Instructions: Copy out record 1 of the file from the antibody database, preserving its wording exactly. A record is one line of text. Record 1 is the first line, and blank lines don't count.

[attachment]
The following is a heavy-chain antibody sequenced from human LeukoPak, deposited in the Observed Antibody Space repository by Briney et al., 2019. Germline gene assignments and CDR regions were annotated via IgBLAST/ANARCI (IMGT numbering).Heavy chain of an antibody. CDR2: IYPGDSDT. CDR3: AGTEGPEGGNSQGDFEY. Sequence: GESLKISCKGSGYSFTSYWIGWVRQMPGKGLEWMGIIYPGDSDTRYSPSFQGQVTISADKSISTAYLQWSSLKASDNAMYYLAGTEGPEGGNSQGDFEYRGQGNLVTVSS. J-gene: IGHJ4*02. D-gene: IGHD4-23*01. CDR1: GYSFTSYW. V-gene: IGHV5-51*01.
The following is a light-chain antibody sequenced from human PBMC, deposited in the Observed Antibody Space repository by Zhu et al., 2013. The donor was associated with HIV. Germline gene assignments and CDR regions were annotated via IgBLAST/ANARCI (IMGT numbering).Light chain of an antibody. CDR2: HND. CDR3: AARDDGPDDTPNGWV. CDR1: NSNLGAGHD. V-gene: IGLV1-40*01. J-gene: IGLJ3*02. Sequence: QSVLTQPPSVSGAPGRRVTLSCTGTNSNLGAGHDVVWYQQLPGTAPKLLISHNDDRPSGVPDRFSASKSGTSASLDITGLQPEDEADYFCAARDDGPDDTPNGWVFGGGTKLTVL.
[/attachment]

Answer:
The following is a heavy-chain antibody sequenced from human LeukoPak, deposited in the Observed Antibody Space repository by Briney et al., 2019. Germline gene assignments and CDR regions were annotated via IgBLAST/ANARCI (IMGT numbering).Heavy chain of an antibody. CDR2: IYPGDSDT. CDR3: AGTEGPEGGNSQGDFEY. Sequence: GESLKISCKGSGYSFTSYWIGWVRQMPGKGLEWMGIIYPGDSDTRYSPSFQGQVTISADKSISTAYLQWSSLKASDNAMYYLAGTEGPEGGNSQGDFEYRGQGNLVTVSS. J-gene: IGHJ4*02. D-gene: IGHD4-23*01. CDR1: GYSFTSYW. V-gene: IGHV5-51*01.